The regular, dense, and homogeneous structure of the computation graph G, mapping to the basic matrix (tensor) operations, is a salient feature of the basic neural models. Note that from the aforementioned perspective of the lifted (graphical) models from SRL (Section 3.3) such computation, lacking any symmetries, is effectively *propositional*. However, there are also neural models designed to operate with some forms of relational data structures, such as sequences, trees, and graphs, which necessarily need to reflect some level of relational expressiveness. As a consequence, following the SRL reasoning from Section 3.3, their computations will, in contrast to the basic neural models, need to reflect some type of sparsity, heterogeneity, or irregularity, within the scope of the necessary symmetries reflected by some form of regular weight-sharing patterns within their computation graphs. Let us now inspect some common representatives of these neural models.

##### Fig. 4.

A *Recursive* Neural Network (RecNN) [41,46] is a neural architecture the computation graphs *k*-regular *tree*. This enables to learn neural networks *directly* from differently-structured regular tree examples *c* leaf nodes *irregularly sparse* (Fig. 4).

Note that the basic form of the more common *Recurrent* Neural Networks (RNNs) [34] can then be seen as a restriction of the RecNN computation to *sequential structures*

The most popular recent addition in this category are then Graph Neural Networks (GNN) [5,43] which, in contrast to the RNNs, can be seen as an extension of RecNNs to completely *irregular graph data* *each layer k* exactly follows the structure of the *whole* input graph *N* calculates its own value *aggregating A* (“pooling”) the (vector) values of the nodes *k* (Fig. 5). However, in contrast to RecNNs, a different parameterization is typically used at each layer.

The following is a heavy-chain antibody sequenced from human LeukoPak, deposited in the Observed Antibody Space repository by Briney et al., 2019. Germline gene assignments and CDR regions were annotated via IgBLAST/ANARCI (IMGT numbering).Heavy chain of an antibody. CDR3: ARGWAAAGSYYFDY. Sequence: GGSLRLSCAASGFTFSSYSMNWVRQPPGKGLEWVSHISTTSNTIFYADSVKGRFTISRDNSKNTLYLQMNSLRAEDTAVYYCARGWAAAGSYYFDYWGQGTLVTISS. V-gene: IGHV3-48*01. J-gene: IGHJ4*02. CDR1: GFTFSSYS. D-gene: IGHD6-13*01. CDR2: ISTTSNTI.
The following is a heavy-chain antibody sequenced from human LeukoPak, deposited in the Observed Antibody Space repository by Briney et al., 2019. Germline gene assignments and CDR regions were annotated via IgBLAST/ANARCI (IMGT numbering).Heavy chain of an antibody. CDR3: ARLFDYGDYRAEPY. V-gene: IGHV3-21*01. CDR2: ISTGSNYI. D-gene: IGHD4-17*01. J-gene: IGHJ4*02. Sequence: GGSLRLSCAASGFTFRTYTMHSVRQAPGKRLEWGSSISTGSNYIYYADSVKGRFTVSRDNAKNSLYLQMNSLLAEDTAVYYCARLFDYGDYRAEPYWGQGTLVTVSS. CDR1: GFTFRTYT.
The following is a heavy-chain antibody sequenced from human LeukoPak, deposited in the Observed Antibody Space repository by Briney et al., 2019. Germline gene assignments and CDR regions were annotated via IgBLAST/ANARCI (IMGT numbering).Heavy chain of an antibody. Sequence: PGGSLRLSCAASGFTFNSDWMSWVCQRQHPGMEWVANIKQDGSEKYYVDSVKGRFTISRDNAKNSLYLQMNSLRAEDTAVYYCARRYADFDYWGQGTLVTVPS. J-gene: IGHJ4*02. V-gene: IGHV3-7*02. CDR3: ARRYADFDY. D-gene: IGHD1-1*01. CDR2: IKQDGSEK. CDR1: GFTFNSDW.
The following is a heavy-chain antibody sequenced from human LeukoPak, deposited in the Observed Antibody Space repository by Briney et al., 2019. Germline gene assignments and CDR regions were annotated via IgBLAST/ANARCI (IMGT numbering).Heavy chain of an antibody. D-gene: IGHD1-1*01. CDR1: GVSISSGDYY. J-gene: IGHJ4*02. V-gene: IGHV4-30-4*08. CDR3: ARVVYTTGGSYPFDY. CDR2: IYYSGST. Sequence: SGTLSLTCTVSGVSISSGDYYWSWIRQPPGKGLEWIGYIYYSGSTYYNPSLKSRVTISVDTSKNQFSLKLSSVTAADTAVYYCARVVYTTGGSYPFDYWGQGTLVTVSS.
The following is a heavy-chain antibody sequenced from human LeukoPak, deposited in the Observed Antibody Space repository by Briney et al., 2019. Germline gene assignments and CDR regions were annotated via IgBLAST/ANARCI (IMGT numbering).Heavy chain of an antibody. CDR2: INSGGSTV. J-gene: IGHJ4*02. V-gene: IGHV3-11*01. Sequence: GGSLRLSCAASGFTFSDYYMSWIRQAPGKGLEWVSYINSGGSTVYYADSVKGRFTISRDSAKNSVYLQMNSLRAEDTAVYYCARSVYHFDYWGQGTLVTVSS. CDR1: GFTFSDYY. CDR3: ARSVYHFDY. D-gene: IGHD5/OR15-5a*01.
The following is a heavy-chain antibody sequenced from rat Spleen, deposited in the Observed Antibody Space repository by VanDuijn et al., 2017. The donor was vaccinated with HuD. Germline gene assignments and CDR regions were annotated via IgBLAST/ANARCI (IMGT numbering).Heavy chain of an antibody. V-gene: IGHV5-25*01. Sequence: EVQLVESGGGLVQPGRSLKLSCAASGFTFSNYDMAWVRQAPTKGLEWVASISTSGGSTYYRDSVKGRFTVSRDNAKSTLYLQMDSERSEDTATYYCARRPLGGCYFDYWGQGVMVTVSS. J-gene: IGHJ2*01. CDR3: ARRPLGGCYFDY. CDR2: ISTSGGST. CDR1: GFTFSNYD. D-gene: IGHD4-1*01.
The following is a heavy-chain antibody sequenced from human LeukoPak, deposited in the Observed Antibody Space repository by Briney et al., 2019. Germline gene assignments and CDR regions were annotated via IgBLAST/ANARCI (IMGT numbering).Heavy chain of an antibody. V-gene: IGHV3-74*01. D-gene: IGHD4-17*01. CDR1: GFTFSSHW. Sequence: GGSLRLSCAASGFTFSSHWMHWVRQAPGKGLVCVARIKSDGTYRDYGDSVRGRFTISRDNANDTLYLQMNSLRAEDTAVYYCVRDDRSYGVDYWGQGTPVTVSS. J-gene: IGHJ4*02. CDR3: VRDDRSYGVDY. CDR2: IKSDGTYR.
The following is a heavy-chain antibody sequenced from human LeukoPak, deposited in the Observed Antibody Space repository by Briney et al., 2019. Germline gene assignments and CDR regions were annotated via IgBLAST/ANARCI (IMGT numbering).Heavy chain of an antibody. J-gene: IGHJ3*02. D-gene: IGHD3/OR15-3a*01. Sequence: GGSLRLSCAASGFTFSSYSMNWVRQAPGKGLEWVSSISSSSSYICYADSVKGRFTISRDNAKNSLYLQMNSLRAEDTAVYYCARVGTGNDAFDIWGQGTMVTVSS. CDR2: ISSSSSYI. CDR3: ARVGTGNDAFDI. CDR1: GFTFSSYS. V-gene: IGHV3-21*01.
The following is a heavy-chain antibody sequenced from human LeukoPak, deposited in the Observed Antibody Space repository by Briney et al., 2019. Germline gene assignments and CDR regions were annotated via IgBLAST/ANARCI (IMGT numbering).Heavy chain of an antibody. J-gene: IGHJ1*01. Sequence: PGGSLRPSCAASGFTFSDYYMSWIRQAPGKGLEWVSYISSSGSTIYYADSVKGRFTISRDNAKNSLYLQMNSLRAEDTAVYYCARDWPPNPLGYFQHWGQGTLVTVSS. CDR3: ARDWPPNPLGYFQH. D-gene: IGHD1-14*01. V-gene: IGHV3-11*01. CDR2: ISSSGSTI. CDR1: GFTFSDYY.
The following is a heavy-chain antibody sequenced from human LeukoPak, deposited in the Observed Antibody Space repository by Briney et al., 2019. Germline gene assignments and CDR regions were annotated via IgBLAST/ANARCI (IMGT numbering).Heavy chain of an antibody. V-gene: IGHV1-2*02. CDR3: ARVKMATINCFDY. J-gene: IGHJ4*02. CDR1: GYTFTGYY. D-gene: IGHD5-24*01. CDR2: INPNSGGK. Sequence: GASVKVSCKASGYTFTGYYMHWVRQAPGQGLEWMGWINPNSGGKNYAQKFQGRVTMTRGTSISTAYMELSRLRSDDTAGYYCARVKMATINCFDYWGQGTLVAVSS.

##### Fig. 5.

### 4.3.Lifted relational neural networks

Lifted Relational Neural Networks [47] can be seen as a further generalization of the GNNs to arbitrary relational structures, covering all the previous models as special cases [48]. For that, they transfer the strategy of *lifted modeling* (Section 3.3) into a deep learning setting, effectively extrapolating the original, direct neuro-symbolic correspondence between deep learning and propositional logic (Section 2.2) straight into fully expressive *relational* setting.

Similarly to the lifted graphical models (Section 3.3), they adopt the language of weighted relational logic as their foundation, endowing them with explicit variable binding and symbolic reasoning capabilities, as found in the ILP systems (Section 3.2). This covers the sought-after ability to manipulate *unbound* structures *differentiable* semantics to the language, endowing them with ability to also directly model various deep learning architectures. Particularly, all the introduced CNN, RNN, RecNN, and GNN examples come directly from trivial differentiable logic programs in the LRNN framework [48]. This is in contrast to the modern (tensorization) NSI systems (Section 2.4) that build on top of the existing static DL compute stack, forcing them to map the logical semantics into fixed-size tensors, losing the relational expressiveness in the process (Section 3.1). Nevertheless, this also means that LRNNs necessarily share the computational difficulties associated with the relational expressiveness, particularly the *dynamically structured* computation graphs

## 5.Hardware and software lottery